LEARNING FROM EXPERIENCE: TEACHING TRAINEE TEACHERS TO REFLECT AND DEVELOP DIGITAL LITERACY THROUGH THE USE OF VIDEO

J.A. Reed Johnson1, A. Thethi2, A. Boddison2

1University of Leicester (UNITED KINGDOM)
2University of Warwick (UNITED KINGDOM)
Addressing the digital literacy skills of trainee teachers is a key theme for educators who need to support learning in a digitally-rich world. Part of this theme, audio-visual media, provides a rich medium for teaching and learning. Video can effectively communicate complex information to a learner and can assist trainee teachers when reflecting on their own practice. Rather than having to rely on an individual’s recall of an event, it can be used as a basis for reflection and professional growth (using the stimulated recall research method). The inclusion of video capture, sharing and editing skills in the training of novice teachers is designed to equip trainees with a set of digital literacy skills that will enable them to exploit video in order to create motivating, memorable and inclusive learning experiences for their learners.

Following on from an initial pilot study, where trainee teachers were introduced to video as a channel for reflection, the paper reports on the next stage of the study. Working in inter-disciplinary groups, the aim of the next stage was to enable the trainees to develop a greater understanding of subject knowledge enhancement that draws on their subject knowledge but applies it in an interdisciplinary way.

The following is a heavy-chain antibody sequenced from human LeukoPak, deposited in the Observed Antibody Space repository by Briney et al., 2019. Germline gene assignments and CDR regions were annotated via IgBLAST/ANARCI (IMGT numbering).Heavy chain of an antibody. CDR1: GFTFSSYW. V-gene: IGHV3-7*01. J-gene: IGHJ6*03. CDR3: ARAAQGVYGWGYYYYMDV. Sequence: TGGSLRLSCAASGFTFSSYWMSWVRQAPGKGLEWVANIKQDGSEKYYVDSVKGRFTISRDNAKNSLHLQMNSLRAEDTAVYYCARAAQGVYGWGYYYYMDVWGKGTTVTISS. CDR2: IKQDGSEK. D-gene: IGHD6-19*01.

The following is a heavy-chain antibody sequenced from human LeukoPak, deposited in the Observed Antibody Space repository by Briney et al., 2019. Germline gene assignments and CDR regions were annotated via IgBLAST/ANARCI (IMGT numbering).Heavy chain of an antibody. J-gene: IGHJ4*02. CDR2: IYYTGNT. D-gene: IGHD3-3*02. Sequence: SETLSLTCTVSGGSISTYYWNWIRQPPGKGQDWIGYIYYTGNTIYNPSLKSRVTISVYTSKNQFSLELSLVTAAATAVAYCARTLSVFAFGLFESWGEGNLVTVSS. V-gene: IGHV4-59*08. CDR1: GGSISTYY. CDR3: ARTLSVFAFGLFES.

The study investigates the extent to which trainees have benefited from video-based reflection, even when done apart from a group. With the inclusion of a reflection framework, (that trainees are able to download and include in their e-portfolios), the study explores to what extent individuals using this mode of reflection have provided longer and more specific reflections than when writing a reflection using memory alone. The study also explores to what extent has the inclusion of video helped trainee teachers focus their attention on their students' learning rather than on their own experiences.